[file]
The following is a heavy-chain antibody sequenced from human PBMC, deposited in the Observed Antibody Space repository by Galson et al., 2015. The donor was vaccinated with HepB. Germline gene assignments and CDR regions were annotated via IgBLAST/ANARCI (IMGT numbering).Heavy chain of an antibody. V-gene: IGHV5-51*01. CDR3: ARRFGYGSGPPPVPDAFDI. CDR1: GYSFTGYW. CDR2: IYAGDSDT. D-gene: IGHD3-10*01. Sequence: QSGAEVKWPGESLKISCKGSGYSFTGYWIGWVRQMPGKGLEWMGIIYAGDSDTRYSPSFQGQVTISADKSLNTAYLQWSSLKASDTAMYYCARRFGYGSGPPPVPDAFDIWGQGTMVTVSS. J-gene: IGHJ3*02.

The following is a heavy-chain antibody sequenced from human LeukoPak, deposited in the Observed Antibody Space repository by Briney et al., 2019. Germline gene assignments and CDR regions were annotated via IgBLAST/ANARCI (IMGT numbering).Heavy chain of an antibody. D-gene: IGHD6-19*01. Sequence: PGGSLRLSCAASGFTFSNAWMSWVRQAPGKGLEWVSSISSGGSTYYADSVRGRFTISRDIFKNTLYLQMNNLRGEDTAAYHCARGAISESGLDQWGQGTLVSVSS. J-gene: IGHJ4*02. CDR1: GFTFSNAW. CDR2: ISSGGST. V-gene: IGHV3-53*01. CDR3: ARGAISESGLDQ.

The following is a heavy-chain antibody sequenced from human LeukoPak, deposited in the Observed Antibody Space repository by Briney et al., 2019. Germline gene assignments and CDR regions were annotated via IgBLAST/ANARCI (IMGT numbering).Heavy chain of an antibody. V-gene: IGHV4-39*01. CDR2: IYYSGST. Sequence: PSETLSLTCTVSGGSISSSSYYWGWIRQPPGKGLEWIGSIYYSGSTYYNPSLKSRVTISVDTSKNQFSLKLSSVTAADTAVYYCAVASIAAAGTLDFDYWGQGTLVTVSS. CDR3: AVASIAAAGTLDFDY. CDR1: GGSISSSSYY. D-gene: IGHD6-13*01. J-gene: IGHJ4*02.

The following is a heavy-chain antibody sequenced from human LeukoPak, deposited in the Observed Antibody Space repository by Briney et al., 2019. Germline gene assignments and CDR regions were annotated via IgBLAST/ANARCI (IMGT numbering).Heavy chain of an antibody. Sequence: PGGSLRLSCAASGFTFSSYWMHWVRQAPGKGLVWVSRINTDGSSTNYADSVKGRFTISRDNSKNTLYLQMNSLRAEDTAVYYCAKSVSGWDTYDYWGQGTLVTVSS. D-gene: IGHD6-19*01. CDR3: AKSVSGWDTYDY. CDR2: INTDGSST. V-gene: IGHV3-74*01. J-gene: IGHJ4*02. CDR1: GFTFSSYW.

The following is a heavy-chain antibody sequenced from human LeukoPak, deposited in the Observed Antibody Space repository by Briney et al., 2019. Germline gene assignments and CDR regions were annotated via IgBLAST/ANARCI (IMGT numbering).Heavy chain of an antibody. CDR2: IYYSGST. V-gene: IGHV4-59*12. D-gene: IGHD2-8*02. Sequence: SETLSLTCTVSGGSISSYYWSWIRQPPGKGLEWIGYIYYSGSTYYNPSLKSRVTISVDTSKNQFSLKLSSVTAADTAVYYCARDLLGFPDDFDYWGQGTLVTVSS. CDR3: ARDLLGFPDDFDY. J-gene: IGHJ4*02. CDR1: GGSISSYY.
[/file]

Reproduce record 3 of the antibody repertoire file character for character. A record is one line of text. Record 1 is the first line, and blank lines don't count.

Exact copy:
The following is a heavy-chain antibody sequenced from human LeukoPak, deposited in the Observed Antibody Space repository by Briney et al., 2019. Germline gene assignments and CDR regions were annotated via IgBLAST/ANARCI (IMGT numbering).Heavy chain of an antibody. V-gene: IGHV4-39*01. CDR2: IYYSGST. Sequence: PSETLSLTCTVSGGSISSSSYYWGWIRQPPGKGLEWIGSIYYSGSTYYNPSLKSRVTISVDTSKNQFSLKLSSVTAADTAVYYCAVASIAAAGTLDFDYWGQGTLVTVSS. CDR3: AVASIAAAGTLDFDY. CDR1: GGSISSSSYY. D-gene: IGHD6-13*01. J-gene: IGHJ4*02.